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Dog Breeds

An intelligent, athletic crossbreed with oodles of love to spare, Aussiedoodles could be a terrific choice for active pet parents who want a low-allergen pooch.

Aussiedoodle Overview

OFFICIAL NAME Aussiedoodle
COMMON NAME Aussiedoodle
PET HEIGHT 14 to 25 inches
PET WEIGHT 25 to 75 pounds
LIFESPAN 10 to 14 years
GOOD WITH children, dogs, families, seniors
TEMPERAMENT friendly, gentle, outgoing, playful, willful
VOCAL LEVEL when necessary
BREED SIZE large (61-100 lbs.)
COAT LENGTH curly, long, medium
COLORS black, blue, brown / chocolate / liver, cream, fawn, gray, red, white
PATTERNS merle, tricolor
OTHER TRAITS apartment-friendly, easy to groom, easy to train, good hiking companion, high prey drive, hot weather tolerant, hypoallergenic, loves water, strong loyalty tendencies

What's an Aussiedoodle? She's a whip-smart crossbreed with Australian shepherd and poodle parents who's a bundle of energetic fun, devoted companionship, and glamorous good looks.

An Aussiedoodle's intelligence, loyal heart, and eagerness to please makes her a wonderful canine companion for families with children. Playful and outgoing, these genius pet pals need consistent positive reinforcement training and boundaries to ensure a happy, productive, and safe environment and a chance for them to live up to their potential.


If you're wondering what a full-grown Aussiedoodle might look like and how big she'll be, well, it might be anyone's guess! Truly one of the most diverse poodle crossbreeds, Aussiedoodles have numerous coat color and texture variations, mainly because of the merle qualities of their Australian shepherd parents and the range of solid colors from their poodle parents.

There's actually some science to help explain the good looks of an Aussiedoodle. For example, the Veterinary Genetics Laboratory at UC Davis notes that some genes might prompt more fur curl, while other genes determine a bushy muzzle, fuzzy eyebrows, and the dominance of merle dappling.

So an Aussiedoodle dog might have more of a soft–but–scruffy tricolor coat with varying shades of white, beige, tan, blue, gray, red, brown, chocolate, and black. Or she may have tight, fluffy curls with more solid versions of those colors. Red merle and blue merle Aussiedoodles are usually the product of a white- or cream-colored poodle parent and a merle Australian shepherd parent because the merle gene is dominant.

Merle or piebald genes also play a part in the variance of eye color in Aussiedoodles. Their expressive round eyes are truly striking: They might be bright blue, soft green, light amber, or deep brown. Some dogs even have heterochromia, a condition that produces two eyes of different colors.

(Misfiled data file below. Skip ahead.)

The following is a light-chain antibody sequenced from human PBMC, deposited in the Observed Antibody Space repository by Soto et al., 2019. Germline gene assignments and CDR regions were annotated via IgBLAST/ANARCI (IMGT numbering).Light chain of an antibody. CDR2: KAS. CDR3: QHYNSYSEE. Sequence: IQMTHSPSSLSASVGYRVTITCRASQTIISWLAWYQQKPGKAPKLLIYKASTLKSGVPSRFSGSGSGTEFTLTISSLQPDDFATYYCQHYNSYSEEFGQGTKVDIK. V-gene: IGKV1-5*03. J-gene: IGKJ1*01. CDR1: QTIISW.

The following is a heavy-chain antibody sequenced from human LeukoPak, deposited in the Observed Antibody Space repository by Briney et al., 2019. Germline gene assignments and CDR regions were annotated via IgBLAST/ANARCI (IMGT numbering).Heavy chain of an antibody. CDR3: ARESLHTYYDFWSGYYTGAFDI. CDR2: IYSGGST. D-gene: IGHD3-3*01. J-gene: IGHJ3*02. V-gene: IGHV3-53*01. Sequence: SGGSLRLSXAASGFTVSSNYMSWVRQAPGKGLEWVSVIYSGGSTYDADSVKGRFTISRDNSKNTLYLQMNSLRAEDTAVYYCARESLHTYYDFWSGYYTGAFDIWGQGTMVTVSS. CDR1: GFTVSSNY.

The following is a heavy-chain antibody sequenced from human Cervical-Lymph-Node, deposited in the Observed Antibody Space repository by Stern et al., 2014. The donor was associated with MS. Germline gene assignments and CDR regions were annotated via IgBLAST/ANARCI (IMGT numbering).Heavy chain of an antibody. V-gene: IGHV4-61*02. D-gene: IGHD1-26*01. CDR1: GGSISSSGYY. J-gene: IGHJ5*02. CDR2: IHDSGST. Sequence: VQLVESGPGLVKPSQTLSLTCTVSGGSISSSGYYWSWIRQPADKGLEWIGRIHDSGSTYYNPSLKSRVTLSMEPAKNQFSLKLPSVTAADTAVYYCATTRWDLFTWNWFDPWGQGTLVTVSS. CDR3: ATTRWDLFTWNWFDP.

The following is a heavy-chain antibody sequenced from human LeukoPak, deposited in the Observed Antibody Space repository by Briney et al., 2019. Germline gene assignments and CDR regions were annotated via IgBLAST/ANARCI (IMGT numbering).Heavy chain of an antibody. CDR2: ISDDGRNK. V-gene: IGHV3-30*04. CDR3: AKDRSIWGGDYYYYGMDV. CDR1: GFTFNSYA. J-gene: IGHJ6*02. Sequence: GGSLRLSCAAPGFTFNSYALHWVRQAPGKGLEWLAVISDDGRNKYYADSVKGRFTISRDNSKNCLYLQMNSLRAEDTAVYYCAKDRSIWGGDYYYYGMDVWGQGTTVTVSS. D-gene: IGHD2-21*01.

Although both Australian shepherds and poodles have long, narrow snouts, Aussiedoodles usually have round heads, short muzzles with occasional mustaches, and big, boopable noses. The best part is, their ears are always wooly and floppy!

This hybrid dog breed comes in varying sizes and weights because of her poodle parents. Toy Aussiedoodles are likely the offspring of toy poodles, for example, and can easily race around the coffee table. They're usually under 20 pounds and about 14 inches tall. If you'd like a miniature Aussiedoodle, find a breeder featuring a miniature poodle as a parent. She'll be a better running partner at about 30–40 pounds and 20 inches high. Many people search for Aussiedoodles with standard poodle genes, who tend to be much more athletic. She'll top out at around 75 pounds and 25 inches tall at her shoulder.


Ready to go? So is your Aussiedoodle dog! Whether to the park with the kids, on a hike with your camping buddies, or a simple but high-energy romp through the backyard, she's positively thrilled to be jumping, running, fetching, and any other "-ing" verb. Poodles are known for their love of water and retrieval, so it's possible your Aussiedoodle might also be an outdoor adventurer. Who knows? She might even be a good doga buddy, too!

An Aussiedoodle's temperament is loyal and loving, says Tracy, who owns Far Hill Aussiedoodles in southwest Iowa with her husband. They adore people of all ages, which is why they're such terrific family dogs, eager to please, and easy to train. Start Aussiedoodle puppy training early to bring out her optimal qualities.

"Always remember that you're training your puppy with every interaction. Having a plan to be intentional in training early on can lead to a fantastically well-rounded and well-behaved four-legged member of your family," Tracy says. "Select a breeder who strives for this, too, and uses their time during your puppy's first few weeks of life making the beginning concepts of training and socialization top priorities."

She suggests a combination of simple and complex tasks and playtime to keep Aussiedoodles occupied and engaged. "Otherwise, they'll find a job you'd prefer them not to do—like sort trash on the kitchen floor for you or show just how long the toilet paper roll is when unrolled!" she says.

Patrick Singletary, DVM, owns Good Dog Veterinary Care in Marietta, Ga. He says because these dogs are so intelligent, professional training is an essential investment. "Active owners who want to participate in something with their dogs would be well-suited for this breed," he says. "For instance, agility competitions are a great outlet and a wonderful way to bond with your Aussiedoodle."

Your pup would probably also respond well to the American Kennel Club's (AKC) Canine Good Citizen program: A 10-skill training opportunity open to both purebred and mixed breeds of all ages. Aussiedoodles are also top candidates for therapy and service dogs because of their tender people skills and need for purpose.

As the offspring of two highly intelligent breeds, an Aussiedoodle is happiest with a lot of social interaction and both physical and mental enrichment. Activities like rousing games of Frisbee and canine sports such as rally, obedience, and field events are great outlets to keep your Aussiedoodle engaged. If left home alone too long, especially with nothing to do, she might develop separation anxiety, so Singletary says Aussiedoodle owners should plan to train and entertain their high-energy companions.

Australian shepherds were originally bred to herd livestock, and these genetics could still be at play in your puppy. A positive reinforcement-based training plan should include redirection, teaching your dog to ignore fast-moving things, or better yet, come to you on cue when the urge to chase kicks in. As with any puppy, it's important to slowly introduce other small family pets and create opportunities for safe, appropriate introductions.